When Cynic reformed and eventually released ‘Traced in Air’, there was a palpable sense of excitement.
Not difficult to imagine when you’re following up an absolute bona fide classic in ‘Focus’ and it’s been 15 years.
Thankfully, ‘Traced in Air’ was stellar in the end but even though the following EPs were very impressive, this year’s ‘Kindly Bent To Free Us’, which is by no means a dud or anything, just didn’t met their own lofty standards. It was a harsh crash back down to reality but that’s what happens when you put a band on a pedestal.
Why are we talking about Cynic so much in a review of the new album from The Contortionist though?
Because The Contortionist have rather audibly taken their biggest inspiration from Cynic (more ‘Traced in Air’ than ‘Focus’ mind you) and the band’s new full-length ‘Language’ quite frankly is the kind of album that Cynic should have released this year.
The Contortionist have for a long time, at least from this perspective, been another face in the crowd of the broad and largely dull world of djent, deathcore, tech death and where these three disciplines have been intersecting over the last three or four years.
‘Language’ is an album that boldly yanks them away this world and from whatever stuff the ilk of Tesseract and their millionth new vocalist is doing now. This is a matured and utterly engrossing work of progressive metal.
Yes, the Cynic vibe is very strong. The shimmering melodies in the guitars and clean vocals are very Masvidal but the execution is near-flawless in its own right. The post rock tones of intro ‘The Source’ lay down a heady gauntlet to start, showing us that The Contortionist are going for a big and dramatic sound and they thankfully avoid any cheesy clichés in doing so while first track proper ‘Language I: Intuition’ could easily have gelled with ‘Traced in Air’s finest moments.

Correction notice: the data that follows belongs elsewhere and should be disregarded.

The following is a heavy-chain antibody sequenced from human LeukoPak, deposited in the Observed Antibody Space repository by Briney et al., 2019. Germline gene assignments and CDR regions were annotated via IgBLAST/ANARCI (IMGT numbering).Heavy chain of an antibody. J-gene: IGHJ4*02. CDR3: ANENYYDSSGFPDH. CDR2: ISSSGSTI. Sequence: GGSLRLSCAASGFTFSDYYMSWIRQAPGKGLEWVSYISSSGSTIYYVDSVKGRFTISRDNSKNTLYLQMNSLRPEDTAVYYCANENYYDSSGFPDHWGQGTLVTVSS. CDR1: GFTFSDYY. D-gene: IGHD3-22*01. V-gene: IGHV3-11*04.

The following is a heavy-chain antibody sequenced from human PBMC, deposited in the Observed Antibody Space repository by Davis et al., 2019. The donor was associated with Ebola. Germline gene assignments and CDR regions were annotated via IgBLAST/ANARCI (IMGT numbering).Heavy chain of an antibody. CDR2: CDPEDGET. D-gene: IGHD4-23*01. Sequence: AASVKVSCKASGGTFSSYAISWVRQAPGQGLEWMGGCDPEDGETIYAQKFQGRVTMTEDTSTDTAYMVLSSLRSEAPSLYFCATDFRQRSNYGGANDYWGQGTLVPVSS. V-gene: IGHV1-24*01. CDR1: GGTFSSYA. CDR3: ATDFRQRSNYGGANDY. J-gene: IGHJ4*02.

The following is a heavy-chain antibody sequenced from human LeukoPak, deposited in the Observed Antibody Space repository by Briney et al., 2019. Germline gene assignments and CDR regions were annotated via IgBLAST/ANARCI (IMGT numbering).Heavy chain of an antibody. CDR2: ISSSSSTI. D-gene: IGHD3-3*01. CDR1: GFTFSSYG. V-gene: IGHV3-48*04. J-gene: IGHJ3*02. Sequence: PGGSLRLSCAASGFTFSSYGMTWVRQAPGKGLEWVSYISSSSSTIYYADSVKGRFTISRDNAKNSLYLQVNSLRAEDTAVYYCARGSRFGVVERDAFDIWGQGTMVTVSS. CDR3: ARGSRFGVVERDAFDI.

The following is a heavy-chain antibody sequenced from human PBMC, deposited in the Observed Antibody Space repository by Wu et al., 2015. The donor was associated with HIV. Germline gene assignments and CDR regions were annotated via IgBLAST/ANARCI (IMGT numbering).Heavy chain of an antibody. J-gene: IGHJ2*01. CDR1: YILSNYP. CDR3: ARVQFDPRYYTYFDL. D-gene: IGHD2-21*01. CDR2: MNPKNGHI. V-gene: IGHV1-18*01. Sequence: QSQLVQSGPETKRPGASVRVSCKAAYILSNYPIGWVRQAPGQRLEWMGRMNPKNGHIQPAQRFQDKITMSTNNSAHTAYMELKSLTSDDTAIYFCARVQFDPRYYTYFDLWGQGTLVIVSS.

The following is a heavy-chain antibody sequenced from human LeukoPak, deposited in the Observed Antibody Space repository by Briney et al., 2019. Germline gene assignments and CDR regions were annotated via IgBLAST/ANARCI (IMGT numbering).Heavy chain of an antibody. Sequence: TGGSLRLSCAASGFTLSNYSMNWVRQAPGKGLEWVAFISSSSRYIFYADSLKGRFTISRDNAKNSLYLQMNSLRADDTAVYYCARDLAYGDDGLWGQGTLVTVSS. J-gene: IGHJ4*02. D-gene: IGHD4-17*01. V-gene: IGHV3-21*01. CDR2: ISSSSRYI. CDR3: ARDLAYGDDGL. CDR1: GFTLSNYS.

Other bands whose influences can be heard here are Between the Buried and Me and Devin Townsend – all good company to keep. The former’s long-time producer, Jamie King, handled the studio reins on this album and the sprawling sound that can be heard on BTBAM records is all over this album too.
With all this talk of influences though, you could be forgiven for thinking that this is getting too derivative and while the inspiration is strong, The Contortionist have crafted out an album that is simply their own.
‘Language’ sees the band expertly walking a tight rope between more tech death oriented riffing and gorgeously melodic sounds, led primarily by new vocalist Mike Lessard as he trades his high pitched wails with occasional coarse death grunts or how the guitarists play off sleek Petrucci-like leads with meandering almost mathcore riffs. Take the ‘Language II: Conspire’ as a prime example, easily the record’s heaviest outing.
Lessard’s addition to the band (previously of Last Chance to Reason) has worked wonders here. He’s a much more assured and mature vocalist, a quality that was needed to complement the same
quality that the rest of musicians quite clearly have and on this album, the vocals occupy as much importance as the riffs, striking a perfect balance.
‘Language’ is also a concept album of sorts; at least that’s what we can gauge from the recurring references and themes in the lyrics but also in the music. ‘Language’ could easily be presented as one whole track and never feel disjointed.
At the same time, they never sacrifice technicality for memorability either; a trait sadly lost on most of their peers. ‘Primordial Sound’ is closest the band will get to a stripped down sound with Lessard’s clean serene vocals leading all the way while ‘Arise’ could be a single if they actually wanted with its hook-laden clean riffs and charging vocals.
Another rare trait on display here is that the album gets legitimately better as it progresses and seems like lesson in momentum gathering. This becomes clear with the breathtaking final two tracks ‘Ebb and Flow’ and ‘The Parable’ with their gripping crescendos respectively, once again helmed by a stellar vocal performance from Lessard.
‘Language’ is an unexpected triumph from The Contortionist. Perhaps if you’re immersed in this particular scene you saw it coming but from this vantage point this is a bit of surprise and all the better for it; even a possible album of the year contender.
4.7/5 – Jonathan Keane ::: 17/09/14